- Author: Kathy Keatley Garvey
UC Davis doctoral candidate Bruce Graham Hammock, whose father, Bruce Dupree Hammock, is a distinguished professor of entomology at UC Davis, will present his exit seminar on Friday, Nov. 30 on “The Timing, Causes and Implications of Climate Change for Mayfly Drift.”
The seminar, open to all interested persons, will be presented from 3:30 to 4:30 p.m. in 366 Briggs.
“Many stream invertebrates, including mayflies, drift downstream via the water column. Curiously, mayfly drift is often ~100X higher at night than during the day, and exhibits peaks at dusk and dawn,” the doctoral candidate said. Previous work indicates that trout presence causes the nocturnal timing of drift (there is no known cause of crepuscular drift).”
His abstract: We asked whether invertebrate predators, by foraging nocturnally and at dawn and dusk, might also affect the the timing of drift. We found that invertebrate predator presence increased nocturnal drift rates more than diurnal drift rates, both in the presence and absence of trout, but were not the proximate cause of the crepuscular peaks in drift. We also quantified the relative importance of the causes of drift (i.e., food, benthic predation, and passive processes) across a canopy gradient.
“We found that drift is overwhelmingly an active process to improve fitness (i.e., caused by food limitation and predation), and that drift causes did not vary substantially with canopy cover. An outcome of the drift timing and cause work is that diurnal drift is largely a foraging behavior of mayflies. As such, mayfly drift behavior can be used to ask how the foraging of an ectothermic herbivore (mayfly) is likely to be affected by climate change, both in the presence and absence of an ectothermic invasive predator (trout). Because trout will become more dangerous to mayflies as trout metabolism increases (high elevation trout live largely below their thermal optimas), it is unclear how mayflies will respond to climate change in trout-bearing streams: will mayflies increase foraging to compensate for increased metabolism, or decrease foraging because of the increased threat of trout predation (or will these effects negate one-another).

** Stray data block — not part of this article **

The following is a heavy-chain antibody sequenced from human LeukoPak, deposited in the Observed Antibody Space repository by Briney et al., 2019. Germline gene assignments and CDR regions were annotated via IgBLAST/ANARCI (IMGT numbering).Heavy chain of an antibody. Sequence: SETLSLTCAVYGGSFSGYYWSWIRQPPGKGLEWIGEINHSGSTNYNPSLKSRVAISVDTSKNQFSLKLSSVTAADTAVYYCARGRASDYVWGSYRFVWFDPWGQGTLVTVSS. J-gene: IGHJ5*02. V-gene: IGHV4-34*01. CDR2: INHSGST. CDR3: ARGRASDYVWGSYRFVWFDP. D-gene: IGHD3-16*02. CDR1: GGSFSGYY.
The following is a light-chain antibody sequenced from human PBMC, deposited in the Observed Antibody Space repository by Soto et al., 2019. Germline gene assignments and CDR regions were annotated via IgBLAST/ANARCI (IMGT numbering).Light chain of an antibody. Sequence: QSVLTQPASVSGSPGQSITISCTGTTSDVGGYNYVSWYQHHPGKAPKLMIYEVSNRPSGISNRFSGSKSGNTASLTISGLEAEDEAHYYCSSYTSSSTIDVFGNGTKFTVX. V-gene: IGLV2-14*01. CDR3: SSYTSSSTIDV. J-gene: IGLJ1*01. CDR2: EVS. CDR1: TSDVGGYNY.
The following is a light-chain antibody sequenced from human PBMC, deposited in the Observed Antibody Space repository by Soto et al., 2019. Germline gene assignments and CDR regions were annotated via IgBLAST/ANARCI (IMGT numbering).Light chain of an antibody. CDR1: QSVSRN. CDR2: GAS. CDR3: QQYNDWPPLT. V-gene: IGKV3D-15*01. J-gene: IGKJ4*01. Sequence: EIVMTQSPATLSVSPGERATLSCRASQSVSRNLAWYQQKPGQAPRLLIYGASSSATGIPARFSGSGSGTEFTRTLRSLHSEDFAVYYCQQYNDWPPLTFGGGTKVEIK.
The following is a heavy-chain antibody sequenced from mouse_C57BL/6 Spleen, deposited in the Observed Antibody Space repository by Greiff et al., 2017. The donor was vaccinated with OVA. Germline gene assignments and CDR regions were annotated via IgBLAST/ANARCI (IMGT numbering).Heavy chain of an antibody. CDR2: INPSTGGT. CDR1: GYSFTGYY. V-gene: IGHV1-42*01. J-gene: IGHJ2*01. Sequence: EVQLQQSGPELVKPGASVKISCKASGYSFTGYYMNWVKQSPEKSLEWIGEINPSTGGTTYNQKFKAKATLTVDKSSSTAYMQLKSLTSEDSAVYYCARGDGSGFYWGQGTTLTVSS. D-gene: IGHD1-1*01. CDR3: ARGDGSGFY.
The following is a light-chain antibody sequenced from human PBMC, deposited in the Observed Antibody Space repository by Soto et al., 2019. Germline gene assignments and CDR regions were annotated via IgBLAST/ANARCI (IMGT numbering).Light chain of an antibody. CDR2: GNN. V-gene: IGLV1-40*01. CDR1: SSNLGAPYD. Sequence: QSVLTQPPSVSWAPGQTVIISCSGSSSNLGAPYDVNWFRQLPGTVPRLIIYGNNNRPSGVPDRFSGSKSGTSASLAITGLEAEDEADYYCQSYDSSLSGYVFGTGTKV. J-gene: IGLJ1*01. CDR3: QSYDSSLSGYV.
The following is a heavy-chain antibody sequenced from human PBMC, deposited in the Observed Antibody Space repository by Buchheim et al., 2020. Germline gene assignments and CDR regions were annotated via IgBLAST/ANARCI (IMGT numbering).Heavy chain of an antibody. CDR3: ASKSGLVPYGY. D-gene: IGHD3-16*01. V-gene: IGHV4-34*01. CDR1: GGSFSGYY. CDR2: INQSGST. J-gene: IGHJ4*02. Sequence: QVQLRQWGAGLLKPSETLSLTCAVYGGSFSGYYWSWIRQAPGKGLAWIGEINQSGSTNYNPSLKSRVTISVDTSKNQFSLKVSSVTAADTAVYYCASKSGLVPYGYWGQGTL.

Bruce Graham Hammock, a doctoral candidate in ecology, has a bachelor's degree in forestry from UC Berkeley. Currently he's a teaching assistant for a statistics class. Over the years, he has TA'd various classes, including limnology and restoration ecology. His future plans? "I'd love to keep teaching and doing research. He plans to begin a postdoc position in Swee Teh's lab, UC Davis School of Veterinary Medicine, this winter.
Bruce Dupree Hammock, who holds a joint appointment with the UC Davis Department of Entomology and the UC Davis Comprehensive Cancer Center, directs the campuswide Superfund Research Program, the National Institutes of Health Biotechnology Training Program and the NIEHS Combined Analytical Laboratory. He is a Fellow of the Entomological Society of America, a member of the prestigious National Academy of Sciences, and the recipient of the UC Davis Faculty Research Lecture Award in 2001 and the Distinguished Teaching Award for Graduate and Professional Teaching in 2008.